A dendritic mechanism for decoding traveling waves: principles and applications to motor cortex.

Heitmann S, Boonstra T, Breakspear M - PLoS Comput. Biol. (2013)

Tuning curves of the PTNs.(A) Tuning curve of the PTN dendritic compartment. The amplitude of the dendritic response current (vertical axis) is modulated by the orientation of the cortical wave pattern (horizontal axis). Heavy black line indicates the mean amplitude of the dendritic response for any given wave orientation. Shaded region indicates the 90% confidence interval. The large variation is due to local defects in the wave pattern. (B) The likelihood of the soma responding at each of the dominant firing rates. (C) Net firing rates of a population of neurons in response to wave orientation.
© Copyright Policy
Related In: Results  -  Collection

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Show All Figures
getmorefigures.php?uid=PMC3814333&req=5

pcbi-1003260-g006: Tuning curves of the PTNs.(A) Tuning curve of the PTN dendritic compartment. The amplitude of the dendritic response current (vertical axis) is modulated by the orientation of the cortical wave pattern (horizontal axis). Heavy black line indicates the mean amplitude of the dendritic response for any given wave orientation. Shaded region indicates the 90% confidence interval. The large variation is due to local defects in the wave pattern. (B) The likelihood of the soma responding at each of the dominant firing rates. (C) Net firing rates of a population of neurons in response to wave orientation.
Mentions: The tuning curve of the dendritic compartment (Figure 6A) was computed by averaging the dendritic responses of PTN receptor fields at all possible locations on the cortex. The measurements were repeated over nā€Š=ā€Š20 independently generated cortical wave patterns yielding a total of 327,680 samples for each wave orientation. The large variation in the dendritic responses (gray region indicates the 95% confidence interval) is due to local defects in the wave pattern.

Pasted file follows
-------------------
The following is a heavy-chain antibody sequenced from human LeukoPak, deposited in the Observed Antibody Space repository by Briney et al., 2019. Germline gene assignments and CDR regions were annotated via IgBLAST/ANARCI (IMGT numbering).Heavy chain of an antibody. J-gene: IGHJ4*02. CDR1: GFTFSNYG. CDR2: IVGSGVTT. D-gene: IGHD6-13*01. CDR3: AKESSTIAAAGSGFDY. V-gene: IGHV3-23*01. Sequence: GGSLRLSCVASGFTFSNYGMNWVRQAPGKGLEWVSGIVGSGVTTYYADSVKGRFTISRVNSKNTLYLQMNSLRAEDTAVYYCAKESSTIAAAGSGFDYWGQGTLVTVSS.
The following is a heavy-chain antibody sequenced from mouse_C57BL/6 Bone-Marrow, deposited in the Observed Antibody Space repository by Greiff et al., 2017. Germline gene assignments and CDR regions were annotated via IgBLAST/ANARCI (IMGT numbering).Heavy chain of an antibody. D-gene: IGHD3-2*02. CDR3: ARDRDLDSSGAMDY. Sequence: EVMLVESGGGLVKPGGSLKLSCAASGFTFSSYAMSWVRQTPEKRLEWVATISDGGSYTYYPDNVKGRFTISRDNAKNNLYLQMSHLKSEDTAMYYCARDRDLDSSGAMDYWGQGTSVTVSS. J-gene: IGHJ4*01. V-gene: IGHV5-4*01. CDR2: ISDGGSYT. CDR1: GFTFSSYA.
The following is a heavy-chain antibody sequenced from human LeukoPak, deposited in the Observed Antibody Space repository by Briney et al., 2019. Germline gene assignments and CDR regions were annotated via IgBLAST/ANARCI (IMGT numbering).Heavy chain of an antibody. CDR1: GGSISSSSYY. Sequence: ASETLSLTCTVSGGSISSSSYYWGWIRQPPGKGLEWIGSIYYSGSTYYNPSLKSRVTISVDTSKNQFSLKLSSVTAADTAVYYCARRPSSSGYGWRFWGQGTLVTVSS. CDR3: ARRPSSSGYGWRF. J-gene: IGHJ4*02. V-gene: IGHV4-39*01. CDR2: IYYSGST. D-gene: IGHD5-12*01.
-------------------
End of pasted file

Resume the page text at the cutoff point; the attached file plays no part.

Bottom Line: We validate this proposal in the descending motor system, where we model the large receptor fields of the pyramidal tract neurons - the principle outputs of the motor cortex - decoding motor commands encoded in the direction of traveling wave patterns in motor cortex.The model replicates key findings of the descending motor system during simple motor tasks, including variable interspike intervals and weak corticospinal coherence.By additionally showing how the nature of the wave patterns can be controlled by modulating the topology of local intra-cortical connections, we hence propose a novel integrated neuronal model of encoding and decoding motor commands.

View Article: PubMed Central - PubMed

Affiliation: School of Psychiatry, The University of New South Wales, Sydney, Australia ; The Black Dog Institute, Sydney, Australia.

ABSTRACT
Traveling waves of neuronal oscillations have been observed in many cortical regions, including the motor and sensory cortex. Such waves are often modulated in a task-dependent fashion although their precise functional role remains a matter of debate. Here we conjecture that the cortex can utilize the direction and wavelength of traveling waves to encode information. We present a novel neural mechanism by which such information may be decoded by the spatial arrangement of receptors within the dendritic receptor field. In particular, we show how the density distributions of excitatory and inhibitory receptors can combine to act as a spatial filter of wave patterns. The proposed dendritic mechanism ensures that the neuron selectively responds to specific wave patterns, thus constituting a neural basis of pattern decoding. We validate this proposal in the descending motor system, where we model the large receptor fields of the pyramidal tract neurons - the principle outputs of the motor cortex - decoding motor commands encoded in the direction of traveling wave patterns in motor cortex. We use an existing model of field oscillations in motor cortex to investigate how the topology of the pyramidal cell receptor field acts to tune the cells responses to specific oscillatory wave patterns, even when those patterns are highly degraded. The model replicates key findings of the descending motor system during simple motor tasks, including variable interspike intervals and weak corticospinal coherence. By additionally showing how the nature of the wave patterns can be controlled by modulating the topology of local intra-cortical connections, we hence propose a novel integrated neuronal model of encoding and decoding motor commands.

Show MeSH
Related in: MedlinePlus